Nunavut’s MP is applauding the federal government’s plan to spend $4.9 billion over the next six years to modernize continental defence. And Lori Idlout says northerners should have some say in how the money is spent.
“It is a good move,” the NDP MP said in response to Defence Minister Anita Anand’s announcement this week.
“It’s very important for Arctic sovereignty, and for northerners to know that there is work to be done to protect the Arctic,” said Idlout.
Anand delivered the long-awaited announcement on upgrades to North American Aerospace Defense Command (NORAD) on Monday at the Canadian military’s principal air base at Trenton, Ont. She referred to the investment as the beginning of NORAD’s “next chapter.”
The NORAD overhaul will include the replacement of the North Warning System, a chain of radar stations across the three territories. The North Warning System evolved in the 1980s from the Distant Early Warning (DEW) Line, originally built in the 1950s to monitor any Soviet missile threat.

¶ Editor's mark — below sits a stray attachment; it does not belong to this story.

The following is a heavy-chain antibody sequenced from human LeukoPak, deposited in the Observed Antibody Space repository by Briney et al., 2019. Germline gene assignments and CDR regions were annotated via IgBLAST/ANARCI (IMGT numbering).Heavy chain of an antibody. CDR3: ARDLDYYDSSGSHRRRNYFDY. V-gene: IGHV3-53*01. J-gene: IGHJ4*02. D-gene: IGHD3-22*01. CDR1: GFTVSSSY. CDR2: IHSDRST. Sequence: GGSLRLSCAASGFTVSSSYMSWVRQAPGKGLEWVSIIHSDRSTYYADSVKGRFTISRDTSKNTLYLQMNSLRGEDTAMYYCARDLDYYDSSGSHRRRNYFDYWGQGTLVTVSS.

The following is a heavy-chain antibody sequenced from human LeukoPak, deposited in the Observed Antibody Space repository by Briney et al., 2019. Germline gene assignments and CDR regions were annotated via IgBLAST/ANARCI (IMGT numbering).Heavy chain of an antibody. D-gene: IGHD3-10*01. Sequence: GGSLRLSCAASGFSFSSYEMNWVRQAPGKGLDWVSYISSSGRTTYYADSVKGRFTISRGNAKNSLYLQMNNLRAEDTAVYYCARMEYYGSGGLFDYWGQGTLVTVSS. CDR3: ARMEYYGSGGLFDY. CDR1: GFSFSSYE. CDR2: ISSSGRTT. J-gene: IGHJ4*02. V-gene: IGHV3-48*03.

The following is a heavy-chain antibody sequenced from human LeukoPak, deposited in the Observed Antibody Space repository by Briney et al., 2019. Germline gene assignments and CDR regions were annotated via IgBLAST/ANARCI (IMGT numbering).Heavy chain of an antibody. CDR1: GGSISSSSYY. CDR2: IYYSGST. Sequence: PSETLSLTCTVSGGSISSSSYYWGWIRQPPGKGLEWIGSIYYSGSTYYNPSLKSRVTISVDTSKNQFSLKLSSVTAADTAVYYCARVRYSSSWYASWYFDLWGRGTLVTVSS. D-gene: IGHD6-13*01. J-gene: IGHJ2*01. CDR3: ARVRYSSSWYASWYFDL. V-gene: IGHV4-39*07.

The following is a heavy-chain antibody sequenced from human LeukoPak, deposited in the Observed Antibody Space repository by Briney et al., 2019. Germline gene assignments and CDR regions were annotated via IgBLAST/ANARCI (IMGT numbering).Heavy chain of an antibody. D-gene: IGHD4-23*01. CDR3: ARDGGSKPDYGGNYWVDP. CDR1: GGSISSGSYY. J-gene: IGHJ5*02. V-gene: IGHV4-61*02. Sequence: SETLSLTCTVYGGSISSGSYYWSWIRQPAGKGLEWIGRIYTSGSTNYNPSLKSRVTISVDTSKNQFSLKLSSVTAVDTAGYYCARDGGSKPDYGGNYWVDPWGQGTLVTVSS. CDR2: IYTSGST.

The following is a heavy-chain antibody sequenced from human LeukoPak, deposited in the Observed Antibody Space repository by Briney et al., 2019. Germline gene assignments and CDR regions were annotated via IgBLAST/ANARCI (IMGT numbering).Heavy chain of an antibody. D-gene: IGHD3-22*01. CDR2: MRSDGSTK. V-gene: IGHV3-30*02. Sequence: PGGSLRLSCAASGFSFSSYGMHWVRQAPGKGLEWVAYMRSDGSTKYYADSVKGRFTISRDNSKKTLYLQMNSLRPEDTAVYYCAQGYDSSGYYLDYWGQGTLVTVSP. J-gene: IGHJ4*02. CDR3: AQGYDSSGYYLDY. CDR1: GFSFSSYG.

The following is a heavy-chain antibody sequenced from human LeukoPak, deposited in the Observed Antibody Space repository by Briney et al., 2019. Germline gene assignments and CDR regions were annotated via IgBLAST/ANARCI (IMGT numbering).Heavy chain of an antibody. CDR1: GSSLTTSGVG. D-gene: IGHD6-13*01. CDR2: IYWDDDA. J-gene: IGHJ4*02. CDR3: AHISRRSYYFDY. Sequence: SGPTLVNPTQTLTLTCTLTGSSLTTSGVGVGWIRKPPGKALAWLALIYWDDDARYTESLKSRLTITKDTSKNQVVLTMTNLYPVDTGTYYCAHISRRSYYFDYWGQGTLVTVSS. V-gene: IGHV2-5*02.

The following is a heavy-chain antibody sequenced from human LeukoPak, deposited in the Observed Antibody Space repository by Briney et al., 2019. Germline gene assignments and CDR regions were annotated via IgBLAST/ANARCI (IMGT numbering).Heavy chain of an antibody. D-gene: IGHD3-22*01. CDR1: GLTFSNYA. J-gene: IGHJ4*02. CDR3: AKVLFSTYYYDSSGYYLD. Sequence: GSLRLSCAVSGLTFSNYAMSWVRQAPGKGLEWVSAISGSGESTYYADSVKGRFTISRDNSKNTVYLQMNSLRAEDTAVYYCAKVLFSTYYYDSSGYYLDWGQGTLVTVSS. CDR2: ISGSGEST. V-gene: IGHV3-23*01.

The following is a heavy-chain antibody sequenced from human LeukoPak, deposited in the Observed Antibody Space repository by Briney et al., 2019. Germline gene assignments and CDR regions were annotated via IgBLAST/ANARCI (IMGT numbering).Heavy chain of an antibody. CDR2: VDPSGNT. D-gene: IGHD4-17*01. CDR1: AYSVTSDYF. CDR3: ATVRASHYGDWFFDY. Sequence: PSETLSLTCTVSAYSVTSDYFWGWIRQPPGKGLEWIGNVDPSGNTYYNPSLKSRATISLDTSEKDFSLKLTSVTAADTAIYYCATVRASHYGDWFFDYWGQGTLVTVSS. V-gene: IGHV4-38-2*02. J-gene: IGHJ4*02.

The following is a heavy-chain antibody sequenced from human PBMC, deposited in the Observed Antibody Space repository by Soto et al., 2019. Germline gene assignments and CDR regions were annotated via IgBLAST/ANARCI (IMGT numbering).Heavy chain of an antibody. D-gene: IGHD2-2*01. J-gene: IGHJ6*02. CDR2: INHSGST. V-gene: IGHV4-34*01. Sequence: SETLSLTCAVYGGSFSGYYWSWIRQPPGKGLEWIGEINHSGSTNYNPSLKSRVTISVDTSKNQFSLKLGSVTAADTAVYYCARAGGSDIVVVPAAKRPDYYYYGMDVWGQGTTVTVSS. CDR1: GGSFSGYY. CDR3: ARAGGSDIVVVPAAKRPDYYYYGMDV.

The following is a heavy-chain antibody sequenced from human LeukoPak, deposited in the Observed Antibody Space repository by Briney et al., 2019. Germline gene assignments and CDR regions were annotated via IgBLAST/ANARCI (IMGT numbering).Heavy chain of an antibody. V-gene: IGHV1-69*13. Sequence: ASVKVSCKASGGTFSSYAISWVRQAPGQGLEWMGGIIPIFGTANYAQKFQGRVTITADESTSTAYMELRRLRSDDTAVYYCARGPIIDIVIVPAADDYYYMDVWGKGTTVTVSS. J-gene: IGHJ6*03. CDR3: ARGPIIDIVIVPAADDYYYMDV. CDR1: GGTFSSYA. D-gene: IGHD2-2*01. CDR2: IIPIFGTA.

Anand said two new radar systems will be developed — at the Canada-U.S. border and in the Arctic archipelago — to “significantly improve our situational knowledge of what enters Canadian airspace from the north.”
She also said the North Warning System — currently managed and operated by the Inuit-owned Nassituq Corp. — will be maintained until the new systems are in place.
Idlout says she’s pleased that part of the federal commitment is to ensure that Indigenous communities benefit from the defence overhaul.
“It sounds like some benefits will include making sure that Inuit businesses are able to carry out some of the work that will be necessary to upgrade the system in in the Arctic,” Idlout said.
Idlout agrees that continental security is important in light of Russia’s aggression in Ukraine, but said other infrastructure is just as vital to northern sovereignty.
“I think that it’s just as important to also invest in the people of the Arctic. I think that investments to housing, as well as making sure that…